Panther National Golf Club

by | May 23, 2023 | Where to Play

Panther National Golf Club: Ambition and Tradition

When Panther National Golf Club opens in November on approximately 430 acres of land in the western reaches of trendy Palm Beach Gardens, FL, it will signal the debut of one more ambitious golf course community project in the history of South Florida. The community, whose centerpiece is a golf course designed by Jack Nicklaus and Justin Thomas in collaboration with Nicklaus Design Senior Designer Chris Cochrane, is touted as sitting on the final piece of developable real estate in “The Gardens.’’

But that’s only the beginning of the Panther National story. For example, the course itself sits on approximately 118 acres on an island of sorts inside the community – clear of any of the houses on the 218  lots; Its spar-3 course includes an island green similar to the famed 17th hole at TPC Sawgrass and has a “cross country’’ design; created on the sprawling canvas of an old cattle ranch, the course is resplendent with waste areas, high sand dunes, elevated tee boxes, and risk-reward holes.


The island green on the Par-3 course at Panther National Golf Club

The Nicklaus/Thomas team allows players to use the ground to run the ball to the green on many holes.

”Very much not like Nicklaus,’’ said Panther National Director of Golf Tom Dyer. “But it was ownership’s wish to have a links-style course in South Florida.’’

More than 2.5 million cubic yards of dirt were moved to create that ‘links-style,’’ which includes a double green on the eighth and 17 holes and a Troon-esque postage stamp green on the third hole.

One of the more interesting holes at Panther National promises to be 11th, a par-5 that could play a play as long as 660 yards. Thomas played a big role in the design of the hole, which starts on a hill and goes across a lake and back up to the green. A solid drive off a bern, Dyer said, can sling the ball down the slope more than 400 yards (think the 18th hole on the Kapalua Plantation course), where a player has a chance to reach the green in two shots.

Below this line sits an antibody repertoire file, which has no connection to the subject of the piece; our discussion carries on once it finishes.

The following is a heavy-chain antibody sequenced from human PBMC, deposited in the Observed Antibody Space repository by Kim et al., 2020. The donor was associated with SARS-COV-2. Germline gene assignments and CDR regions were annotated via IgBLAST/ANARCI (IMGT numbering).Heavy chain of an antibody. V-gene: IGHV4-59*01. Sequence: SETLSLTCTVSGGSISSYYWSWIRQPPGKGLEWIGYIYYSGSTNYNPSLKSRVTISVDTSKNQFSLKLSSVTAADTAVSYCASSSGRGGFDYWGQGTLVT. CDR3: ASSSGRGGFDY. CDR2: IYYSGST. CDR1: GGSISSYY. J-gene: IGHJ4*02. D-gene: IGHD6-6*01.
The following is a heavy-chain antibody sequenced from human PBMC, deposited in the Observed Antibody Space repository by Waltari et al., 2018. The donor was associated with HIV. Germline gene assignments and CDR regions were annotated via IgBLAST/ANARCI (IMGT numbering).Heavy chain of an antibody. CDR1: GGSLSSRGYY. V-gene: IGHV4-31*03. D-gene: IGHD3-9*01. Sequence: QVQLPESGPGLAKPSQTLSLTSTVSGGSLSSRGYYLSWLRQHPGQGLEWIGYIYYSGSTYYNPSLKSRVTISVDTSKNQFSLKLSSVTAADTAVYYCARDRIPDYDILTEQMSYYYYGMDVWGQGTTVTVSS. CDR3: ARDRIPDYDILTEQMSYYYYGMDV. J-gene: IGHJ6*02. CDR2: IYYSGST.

“The course plays 7,860 yards (par 72) from all the way back,’’ Dyer said. “It could play as long as 8,000 yards. We plan for the members’ tee to be at 6,200 and change. There will be seven sets of tees. I can actually change the pars on some holes if I want… make a par four into a par five or a par five into a par four. The tee boxes are high and give your beautiful vistas of the holes. And as you go down into the valleys, you’re going to feel as if you are the only person on the course.’’

Chances are good, however, that a player won’t be alone at Panther National. In fact, it won’t be unusual to see PGA Tour players such as Thomas (a partner), Max Homa, Webb Simpson, and Russell Henley at Panther National because property developer Dominik Senn is the founder and president of 4Sports  & Entertainment, the management agency that represents Homa, Simpson, Henley, among other golfers.

With that in mind, Panther National’s practice area is expected to be among the best in the country. The area, Dyer said, will include a 27-yard, U.S. Open-style fairway going up the center of the range. Waste areas and palm trees will define the fairway on each side. Target greens will sport TifEagle grass (the same as the course) and be precisely sized for distance, meaning they will be PGA Tour “average’’ for their distance.

“For serious golfers, the practice facility is like the bar,’’ Dyer said. “It’s that important. It really just depends on whom you are catering to.

“We’re going to be traditional, in a golf sense, with a modern flair. You can play golf with your shirt out… you can hit balls in your gym clothes, but we have this unbelievable golf course and very traditional practice facility.’’

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About the Author

<a href="" target="_self">Steve Pike</a>

Steve Pike

Steve “Spike” Pike is a lifelong journalist whose career covers Major League Baseball, the NFL, and college basketball. For the past 26 years, Spike has been one of the more respected voices in the golf and travel industries, working for such publications as Golfweek, Golf World, and Golf Digest for The New York Times Magazine Group. In 1998, Spike helped launch the website for the PGA of America. As a freelance travel and golf writer, Spike’s travels have taken him around the world. He has played golf from Pebble Beach to St. Andrews, walked the Great Wall of China, climbed an active volcano in the Canary Islands, been on safari in South Africa, and dived with sharks off Guadalupe, Baja California.